Had it not been for newcomer Ichiro Suzuki, who led the American League in batting (.356) and stolen bases (56), and won Gold Glove, Silver Slugger, Most Valuable Player and Rookie of the Year awards, Bret Boone would have been the undisputed sensation of the 116-win Mariners in 2001, the last edition of the club to reach the postseason.
Boone that year became the first AL second baseman in the modern era (since 1900) to hit .300 or better (.331) with 30-plus (37) home runs. He took home a Silver Slugger and finished third in the MVP vote. Boone also led the AL in RBIs with 141, becoming the third player in franchise history, following Ken Griffey Jr. (147 in 1997) and Edgar Martinez (145 in 2000) to top that category.
Since Boone’s historic 2001, no second baseman in either league has come close to his 141 RBIs. In fact, only Rogers Hornsby since 1900 – 152 in 1922, 149 in 1920 and 143 in 1925 – ever had more in a season.
Now, Robinson Cano not only has a chance to eclipse Boone’s modern record, he even has a shot at making a run at Hornsby, a Hall of Famer who managed the Seattle Rainiers in 1951.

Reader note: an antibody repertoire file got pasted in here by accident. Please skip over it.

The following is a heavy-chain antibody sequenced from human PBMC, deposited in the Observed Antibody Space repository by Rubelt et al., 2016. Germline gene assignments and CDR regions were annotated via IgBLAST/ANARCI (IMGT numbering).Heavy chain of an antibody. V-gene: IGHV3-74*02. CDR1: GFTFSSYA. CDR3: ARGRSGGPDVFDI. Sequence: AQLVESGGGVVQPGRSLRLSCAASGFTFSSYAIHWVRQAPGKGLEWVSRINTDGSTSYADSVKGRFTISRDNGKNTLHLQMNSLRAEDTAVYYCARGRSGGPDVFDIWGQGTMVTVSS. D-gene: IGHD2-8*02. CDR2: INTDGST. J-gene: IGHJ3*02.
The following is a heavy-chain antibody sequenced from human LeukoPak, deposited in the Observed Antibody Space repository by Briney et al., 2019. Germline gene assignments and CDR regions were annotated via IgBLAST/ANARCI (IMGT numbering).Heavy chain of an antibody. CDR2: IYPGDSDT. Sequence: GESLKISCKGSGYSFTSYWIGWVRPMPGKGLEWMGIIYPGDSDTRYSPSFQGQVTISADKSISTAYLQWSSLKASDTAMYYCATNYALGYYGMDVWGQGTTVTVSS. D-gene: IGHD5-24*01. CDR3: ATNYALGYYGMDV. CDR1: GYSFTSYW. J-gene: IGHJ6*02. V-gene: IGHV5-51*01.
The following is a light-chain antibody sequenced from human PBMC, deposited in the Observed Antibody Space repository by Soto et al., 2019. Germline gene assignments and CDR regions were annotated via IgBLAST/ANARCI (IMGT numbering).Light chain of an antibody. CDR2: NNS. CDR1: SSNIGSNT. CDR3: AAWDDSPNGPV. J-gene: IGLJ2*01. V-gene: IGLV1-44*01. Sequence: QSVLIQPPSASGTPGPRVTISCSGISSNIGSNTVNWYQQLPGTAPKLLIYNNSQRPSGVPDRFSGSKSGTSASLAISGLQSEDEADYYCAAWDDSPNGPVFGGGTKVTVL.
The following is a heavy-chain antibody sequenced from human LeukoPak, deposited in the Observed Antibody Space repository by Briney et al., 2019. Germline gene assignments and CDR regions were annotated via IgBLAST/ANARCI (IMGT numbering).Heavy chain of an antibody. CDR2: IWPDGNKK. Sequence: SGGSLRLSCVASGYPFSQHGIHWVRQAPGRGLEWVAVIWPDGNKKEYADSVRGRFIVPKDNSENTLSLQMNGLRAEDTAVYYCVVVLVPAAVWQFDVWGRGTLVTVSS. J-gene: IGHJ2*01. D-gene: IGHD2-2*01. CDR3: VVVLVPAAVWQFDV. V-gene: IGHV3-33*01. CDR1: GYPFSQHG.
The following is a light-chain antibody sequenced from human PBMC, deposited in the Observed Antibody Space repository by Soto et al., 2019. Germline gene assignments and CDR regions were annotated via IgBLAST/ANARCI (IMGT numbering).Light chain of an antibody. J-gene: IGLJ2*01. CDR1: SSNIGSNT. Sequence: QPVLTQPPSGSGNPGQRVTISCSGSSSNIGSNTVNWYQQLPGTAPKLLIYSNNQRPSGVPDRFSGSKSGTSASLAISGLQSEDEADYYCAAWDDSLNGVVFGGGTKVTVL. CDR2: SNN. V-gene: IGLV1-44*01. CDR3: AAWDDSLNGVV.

At Seattle’s 40-game mark, Cano has driven in 36 runs, which projects to a 146-RBI season if he plays all 162 games. Odds are that Cano will slow somewhere along the line. But even if he doesn’t catch up with Hornsby or Boone, Cano still has an opportunity to post one of the best RBI seasons by a second baseman since World War II. This is the top 10 list:
1. Boone’s 141 in 2001; 2. Jeff Kent, 128, 1998; 3. Kent, 125, 2000; T4. Joe Gordon, 124, 1948 and Jackie Robinson, 1949; 6. Kent, 121, 1997; 7. Roberto Alomar, 120, 1999; 8. Bobby Doerr, 120, 1950; 9. Cano, 118, 2011; 10. Boone, 117, 2003.
Of the second basemen listed, Hall of Famer (2009) Gordon produced the most RBIs through 40 games, collecting 43 for the Cleveland Indians. Here is how all of the above players stood at the 40-game mark, with Cano’s season shown for comparison purposes:
|1948||Joe Gordon||Indians||43||148 RBIs 4th in AL; HOF in 2009|
|2001||Bret Boone||Mariners||40||No. 1 in RBIs, No. 3 in AL MVP voting|
|1949||Jackie Robinson||Dodgers||39||203 hits, led NL with 37 steals|
|2000||Jeff Kent||Giants||39||NL MVP led league in runs created|
|1997||Jeff Kent||Giants||37||121 RBIs ranked 5th in NL|
|2016||Robinson Cano||Mariners||36||Only 3 Mariners have led AL|
|1998||Jeff Kent||Giants||27||128 RBIs ranked 4th in NL|
|2011||Robinson Cano||Yankees||27||Hit 28 home runs with .882 OPS|
|1999||Roberto Alomar||Indians||26||Scored 138 runs, tops in the AL|
|1950||Bobby Doerr||Red Sox||25||Led AL with 11 triples; HOF in 1986|
|2003||Bret Boone||Mariners||23||117 RBIs 2nd-high total of career|